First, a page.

Over the years various buildings have been added to the penitentiary complex, a few being substantial two story brick structures. Some of these buildings subsequently have been removed when their use was discontinued. One such building was the Death House, a separate building used exclusively for the executions by hanging or electrocution. Once located in the north recreation yard near the North Wagon Gate, it was removed c. 1965, when prison inmates asked that it be removed since the death penalty was revoked by state law. Other buildings once located in the north recreation yard were used to produce prison products of tobacco, brooms, and clothes. There were two hospital buildings; dining hall with chapel and library; Female Department, and separate dining hall, and shirt shop. A water tower also once stood near Tower 4.

In the 1970s and 80s several buildings were constructed within the walls of the recreation yards. In the North Recreation Yard are the following buildings:

MAIL/LAUNDRY - c. 1973, noncontributing, concrete block, gable asphalt roof, ribbon of four horizontal windows in high wall. Building divided for two separate uses by center interior wall.

PRISON INDUSTRIES - c. 1975, noncontributing, extremely large building of standing vertical seam metal walls, metal roof.

OLD MAN'S COLONY (OMC) - former Visiting Room - c. 1984-85, noncontributing standing seam metal building, used for living quarters for men 55 or older, with good behavior.

DINING HALL - 1986-87 noncontributing, exterior brick walls with concrete foundation. Building angles into yard, has kitchen facilities as well.

The South Recreation Yard has the following building:

CHAPEL - c. 1975, noncontributing, standing seamed metal building, metal roof, donated by pastors association.

Outside the exterior walls of the penitentiary there are four additional buildings to east of the walled south recreation yard:

GARAGE - c. 1945, Contributing1-2 stories, with center two story and side one story wings, 7 bays with 5 garage doors, rusticated stone with voussoirs and keystones, two small doors with transoms. Second floor with three 20 light windows and awning openings. Castellated along roof edge, corner towers similar to prison architecture, 6 bays on sides with multilight windows, roof has rubber membrane.

BOILER HOUSE - 1975, non-contributing 1 story, vertical seamed metal siding, metal roof, garage door, small entrance door.

CENTRAL RECEIVING & GENERAL MAINTENANCE - c. 1970s, noncontributing one story, concrete block gable metal and asphalt roof, former Industries Warehouse.

SHED - 1970s, noncontributing small shed building for storage, concrete block, shed asphalt roof.

To the southeast of the penitentiary are two buildings which despite being slightly less than 50 years of age are contributing in architectural style to the complex. The buildings were designed to blend with the Gothic architecture of the penitentiary and are constructed of complimentary sandstone. The West Virginia Penitentiary Control and Administration Building was built c. 1950. This L-shaped building has rusticated stone walls with metal casement windows, and a low glass block wall. The building has three varying floor levels.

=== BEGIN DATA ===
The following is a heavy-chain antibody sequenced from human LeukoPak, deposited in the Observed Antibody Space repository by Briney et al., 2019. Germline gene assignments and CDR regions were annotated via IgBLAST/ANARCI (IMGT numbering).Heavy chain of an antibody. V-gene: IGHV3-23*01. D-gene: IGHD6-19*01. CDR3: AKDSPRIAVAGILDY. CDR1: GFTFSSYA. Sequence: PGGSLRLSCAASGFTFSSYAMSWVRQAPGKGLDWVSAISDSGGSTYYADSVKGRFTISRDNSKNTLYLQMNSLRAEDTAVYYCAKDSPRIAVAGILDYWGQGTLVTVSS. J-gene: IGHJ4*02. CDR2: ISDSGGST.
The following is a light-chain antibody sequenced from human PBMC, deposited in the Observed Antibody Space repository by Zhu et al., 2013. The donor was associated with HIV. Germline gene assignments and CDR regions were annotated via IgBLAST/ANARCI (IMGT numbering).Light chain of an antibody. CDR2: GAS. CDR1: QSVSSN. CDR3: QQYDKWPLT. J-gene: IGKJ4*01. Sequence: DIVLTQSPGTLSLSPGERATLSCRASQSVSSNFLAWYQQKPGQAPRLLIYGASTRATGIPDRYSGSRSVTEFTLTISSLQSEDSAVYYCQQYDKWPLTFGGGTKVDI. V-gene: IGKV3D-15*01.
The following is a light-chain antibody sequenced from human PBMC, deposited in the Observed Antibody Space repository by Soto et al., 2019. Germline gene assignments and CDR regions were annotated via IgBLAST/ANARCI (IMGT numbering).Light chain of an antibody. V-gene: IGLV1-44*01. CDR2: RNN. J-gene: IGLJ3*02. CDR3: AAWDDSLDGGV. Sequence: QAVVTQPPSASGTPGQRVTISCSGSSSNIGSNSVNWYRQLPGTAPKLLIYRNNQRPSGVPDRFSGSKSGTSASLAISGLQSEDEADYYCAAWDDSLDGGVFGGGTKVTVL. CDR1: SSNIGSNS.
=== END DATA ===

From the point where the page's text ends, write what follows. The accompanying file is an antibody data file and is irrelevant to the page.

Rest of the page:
The southern portion of the penitentiary grounds has the Wardens House, built in 1951. A two story, 3 bay, T-shaped home with side porch on the east with triple wood posts and a side one bay garage on the west facade. The center gable portico entrance has pediment with trim moulding and dentils, and side fluted moulding. The front facade has a projecting angled bay with three windows, and metal sloped roof, and a gable dormer. The second floor has three bays, and the openings in the house are 6/6 double-hung windows with shutters. Gable asphalt roof with end chimney. In the rear, or south facade, of the house is a patio behind the garage. The yard has a stone barbecue, rock garden, and a circular fish pond within the front circular drive. The grounds once had a tennis court with a concrete wall but this has been removed.

The penitentiary, grounds, and outbuildings, provide a complete picture of the administration of the West Virginia Department of Control and the use of the facility from its beginnings in state history to the present day. The buildings are in excellent condition with few alterations from their original construction. While the penitentiary was enlarged, the 1929-39 addition, and the three buildings from 1945-50, blend with the original architectural scheme.

More from the National Register Nomination

Bibliography and footnotes

|WV Penitentiary Contents Page

Service provided by the staff of the Ohio County Public Library in partnership with and partially funded by Wheeling National Heritage Area Corporation.

Services and Locations